Monday, June 20, 2011
Sad, sad news. Auntie Stinkie being helped to the Bridge tonight.
Auntie Stinkie has fallen gravely ill. She is in complete and irreversible renal failure. We have made the decision that she counts on us to do and she will be helped to the Bridge tonight at 5:30 p.m. The vet will come to the house and help our dearest girl to join other legendary cats that have come before. Our hearts are breaking, but as I write this, Auntie Stinkie is thanking us for being brave enough to let her go. She is very tired and very weak.
I wanted to tell you the story of how she came to live with us, before I can’t muster any more thoughts. Some of you may have read a little bit about this before in an older post, but it helps me to focus on the incredible miracles of animal and human interaction:
In 2003, I visited my husband-to-be at his home in Oregon. He and I sat in the summer night watching the stars. Suddenly a raspy “Waah! Waah!” sounded from the dark. A very petite shadow of a cat was visible. I could see large patches of fur were missing and she was extremely thin. She looked like a stray alley cat.
My fiance said, “That’s the neighbor’s cat Stinkie. I call her my mailbox friend because she walks down to the end of the road with me while I open up the mail.” We petted her and talked with her a bit and that’s all I saw of her for a couple of months.
After I moved in, Stinkie began to visit us. She would typically run up to greet me when I got home from work with a “Waah! Waah!” She had a LOT to say. There was a dog who made her life miserable; her owners fed her food she was allergic to; no one paid her any attention. How did I know she was allergic to her food? Stinkie threw up undigested food on my car almost every day... she was communicating the only way she knew how. And she sat on the rail of the front porch, chattering nonstop. “Waah! A thousand times waah!”
That first Oregon winter was a tough one. It snowed almost 8” and Stinkie’s owners did not bring her in from the cold. Not wanting to encourage her to stay with us, we did not feed her but felt the cold was too harsh for such a short-haired kitty. We compromised by putting an electric blanket on the front deck and she gratefully curled up.
The next summer, with our doors wide open, Stinkie began her “observations.” She would walk right in our front door, climb on top of my husband’s turntable cover, and watch us. She watched us eat dinner. She watched us interact with the other cats. She watched us watch movies. The entire time, it was as if she was making up her mind to do a very big thing.
Finally, after a few months of not being able to keep her out of the house, we let her stay. Stinkie had just turned 11. She befriended my husband’s elderly cat Trixie and kept Trixie company when the two boys Dr Tweety and Maxie were unruly. When Trixie went into renal failure at 16, Stinkie sat beside her day after day. After Trixie passed, Stinkie disappeared for three days. When she returned, she was depressed. It was the only time in my life I have ever heard a cat cry. She made low moaning noises and kept close, burrowing in my lap.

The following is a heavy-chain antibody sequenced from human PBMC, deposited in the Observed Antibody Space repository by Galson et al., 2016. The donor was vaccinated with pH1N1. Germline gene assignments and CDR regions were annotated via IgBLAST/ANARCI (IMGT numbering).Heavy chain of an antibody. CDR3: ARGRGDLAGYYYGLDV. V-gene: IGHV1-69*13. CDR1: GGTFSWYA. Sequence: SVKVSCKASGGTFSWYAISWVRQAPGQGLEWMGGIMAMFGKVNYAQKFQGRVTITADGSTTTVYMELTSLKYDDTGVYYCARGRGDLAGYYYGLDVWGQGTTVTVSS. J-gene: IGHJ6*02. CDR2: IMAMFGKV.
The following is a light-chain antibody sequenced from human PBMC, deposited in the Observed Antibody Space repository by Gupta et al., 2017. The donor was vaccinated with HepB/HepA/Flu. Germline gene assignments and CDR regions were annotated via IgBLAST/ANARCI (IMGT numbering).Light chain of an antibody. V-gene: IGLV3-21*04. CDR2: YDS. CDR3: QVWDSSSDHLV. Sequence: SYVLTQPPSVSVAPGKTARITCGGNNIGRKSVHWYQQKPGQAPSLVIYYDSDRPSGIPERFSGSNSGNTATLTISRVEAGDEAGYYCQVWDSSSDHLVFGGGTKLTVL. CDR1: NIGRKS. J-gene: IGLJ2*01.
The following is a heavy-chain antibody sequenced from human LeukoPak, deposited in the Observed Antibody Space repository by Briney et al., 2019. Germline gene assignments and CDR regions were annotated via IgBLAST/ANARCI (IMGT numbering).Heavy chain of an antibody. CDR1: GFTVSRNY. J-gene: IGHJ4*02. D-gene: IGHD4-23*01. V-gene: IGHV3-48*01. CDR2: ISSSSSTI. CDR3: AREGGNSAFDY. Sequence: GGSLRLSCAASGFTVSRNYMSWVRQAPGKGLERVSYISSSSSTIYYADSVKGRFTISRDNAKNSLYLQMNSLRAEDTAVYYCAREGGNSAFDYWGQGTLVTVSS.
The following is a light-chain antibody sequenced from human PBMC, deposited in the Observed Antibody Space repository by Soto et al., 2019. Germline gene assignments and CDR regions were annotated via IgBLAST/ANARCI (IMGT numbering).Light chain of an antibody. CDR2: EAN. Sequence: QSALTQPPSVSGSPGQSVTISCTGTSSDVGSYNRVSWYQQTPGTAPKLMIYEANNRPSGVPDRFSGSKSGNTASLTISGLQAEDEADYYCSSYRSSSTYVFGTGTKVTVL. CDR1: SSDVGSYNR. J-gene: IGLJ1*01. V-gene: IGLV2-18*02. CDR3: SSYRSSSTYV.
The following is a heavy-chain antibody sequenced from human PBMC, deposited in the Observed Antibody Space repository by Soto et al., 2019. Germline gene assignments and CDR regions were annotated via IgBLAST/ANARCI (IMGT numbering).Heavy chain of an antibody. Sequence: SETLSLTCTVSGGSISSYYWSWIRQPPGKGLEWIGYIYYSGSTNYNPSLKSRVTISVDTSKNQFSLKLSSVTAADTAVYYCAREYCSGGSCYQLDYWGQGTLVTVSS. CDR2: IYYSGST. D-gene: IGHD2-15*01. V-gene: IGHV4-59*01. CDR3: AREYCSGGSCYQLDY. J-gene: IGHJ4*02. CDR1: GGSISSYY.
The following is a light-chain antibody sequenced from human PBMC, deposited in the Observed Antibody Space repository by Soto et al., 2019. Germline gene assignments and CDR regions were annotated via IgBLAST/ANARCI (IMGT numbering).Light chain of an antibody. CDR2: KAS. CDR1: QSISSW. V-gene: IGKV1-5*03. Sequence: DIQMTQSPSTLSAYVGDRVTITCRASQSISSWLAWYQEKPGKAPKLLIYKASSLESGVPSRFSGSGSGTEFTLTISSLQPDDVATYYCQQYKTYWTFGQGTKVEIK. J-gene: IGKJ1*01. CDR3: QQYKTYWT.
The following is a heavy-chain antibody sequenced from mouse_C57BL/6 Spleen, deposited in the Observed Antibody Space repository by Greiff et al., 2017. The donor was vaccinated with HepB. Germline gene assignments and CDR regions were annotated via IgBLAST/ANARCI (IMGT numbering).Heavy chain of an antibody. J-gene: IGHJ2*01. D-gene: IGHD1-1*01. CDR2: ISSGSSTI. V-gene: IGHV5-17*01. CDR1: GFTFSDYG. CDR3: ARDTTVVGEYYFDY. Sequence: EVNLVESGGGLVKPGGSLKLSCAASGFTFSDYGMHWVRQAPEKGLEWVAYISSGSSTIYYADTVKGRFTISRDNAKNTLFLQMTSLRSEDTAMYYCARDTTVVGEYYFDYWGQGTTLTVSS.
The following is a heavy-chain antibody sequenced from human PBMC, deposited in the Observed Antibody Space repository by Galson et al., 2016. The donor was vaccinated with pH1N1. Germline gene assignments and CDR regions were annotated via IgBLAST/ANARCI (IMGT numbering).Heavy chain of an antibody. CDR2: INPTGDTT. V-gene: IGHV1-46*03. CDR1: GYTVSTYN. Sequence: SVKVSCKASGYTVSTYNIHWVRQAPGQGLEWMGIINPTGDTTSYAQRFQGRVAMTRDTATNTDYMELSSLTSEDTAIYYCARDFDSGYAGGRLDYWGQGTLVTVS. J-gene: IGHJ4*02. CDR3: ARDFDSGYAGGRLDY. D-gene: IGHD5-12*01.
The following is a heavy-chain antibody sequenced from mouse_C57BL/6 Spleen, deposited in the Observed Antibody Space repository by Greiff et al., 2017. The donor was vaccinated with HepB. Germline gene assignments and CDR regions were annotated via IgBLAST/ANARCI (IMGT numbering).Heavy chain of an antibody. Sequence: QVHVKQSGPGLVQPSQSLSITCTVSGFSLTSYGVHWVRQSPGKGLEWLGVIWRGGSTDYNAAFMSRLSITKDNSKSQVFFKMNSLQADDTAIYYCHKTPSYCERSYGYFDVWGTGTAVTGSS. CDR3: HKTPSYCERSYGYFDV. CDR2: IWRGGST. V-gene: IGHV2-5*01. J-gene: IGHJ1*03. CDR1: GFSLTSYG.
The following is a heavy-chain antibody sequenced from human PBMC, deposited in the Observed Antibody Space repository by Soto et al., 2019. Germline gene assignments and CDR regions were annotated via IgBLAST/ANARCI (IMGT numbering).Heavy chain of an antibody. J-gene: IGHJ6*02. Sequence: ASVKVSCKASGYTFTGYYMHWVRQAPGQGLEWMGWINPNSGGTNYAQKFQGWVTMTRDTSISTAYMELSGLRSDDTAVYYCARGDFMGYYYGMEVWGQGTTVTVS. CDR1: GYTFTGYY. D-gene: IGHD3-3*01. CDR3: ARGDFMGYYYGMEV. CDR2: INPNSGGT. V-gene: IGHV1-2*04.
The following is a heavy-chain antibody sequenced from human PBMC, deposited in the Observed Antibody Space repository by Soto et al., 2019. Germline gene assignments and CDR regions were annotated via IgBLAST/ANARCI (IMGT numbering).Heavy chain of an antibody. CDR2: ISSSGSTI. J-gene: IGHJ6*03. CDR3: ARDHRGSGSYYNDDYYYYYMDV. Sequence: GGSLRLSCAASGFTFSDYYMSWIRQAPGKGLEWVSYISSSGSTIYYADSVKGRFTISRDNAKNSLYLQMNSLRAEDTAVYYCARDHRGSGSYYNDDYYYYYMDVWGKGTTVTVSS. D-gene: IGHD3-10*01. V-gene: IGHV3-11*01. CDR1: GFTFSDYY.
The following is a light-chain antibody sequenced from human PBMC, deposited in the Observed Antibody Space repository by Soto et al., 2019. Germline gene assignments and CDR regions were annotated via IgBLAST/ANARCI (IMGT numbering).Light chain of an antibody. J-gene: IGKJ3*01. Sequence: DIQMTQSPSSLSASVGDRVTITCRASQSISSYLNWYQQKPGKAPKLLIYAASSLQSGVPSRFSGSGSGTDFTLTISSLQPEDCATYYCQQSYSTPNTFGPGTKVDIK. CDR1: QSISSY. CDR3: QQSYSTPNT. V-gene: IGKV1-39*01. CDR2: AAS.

Several months later, we adopted Iris and Delilah. With the household now in a state of kitty flux, “Auntie” Stinkie took charge! She assumed alpha cat position and slapped the new kitten Delilah around. She let everyone know, including Maxie and Dr Tweety, that this was her home and she was the matron in charge of all things cat.
She demanded her eggs soupy and her chicken warm. “Waah! Waah!” But her nervous chattered subsided as the year passed. She no longer felt the need to be heard. Her home was with us and no one, even her former owner, contradicted that.
Auntie Stinkie was a survivor extraordinaire. She made it through skin cancer surgery, high blood pressure, total blindness, and lived well beyond what the vets thought three years ago. She adapted to her sightless state (even though I had a much more difficult time with it because I missed her looking straight at me and asking for her eggs!). She learned to use pet stairs next to the bed. She learned to feel her way around the garden and find that sweet sunny spot on the front deck. She found renewed vigor in her love for food and actually developed a bit of a pot belly by the time she was 16.
So here we are today. One month after her 19th birthday. I didn’t want to admit it, but I noticed the decline in her health a little before that landmark birthday. Her famous appetite wasn’t what it used to be and she was losing weight. Her iconic “Waah, waah had all but disappeared. But four days ago, she still managed to find her way to that sunny spot on the front porch.
Today, she can’t, nor can she walk more than a foot or two. Her muscles are too weak in the hind legs. It’s time to give her dignity.
We will miss her so much. She was my first Oregon friend and her dad’s first mailbox friend. We know how much all of you love your own dear furry friends and how the loss of each one touches another. We are one world within a complex universe that gives us both loss and love. Somehow, we weather the grief process together.
Dr Tweety will come back later in the summer, to let you know how we’re all doing. And we will visit you to see how you are all doing. Thank you so much for being our dear friends.
The photo you see above is from yesterday, when Iris kept Auntie Stinkie company on the bed.
Celly-bratin life in Orry-gone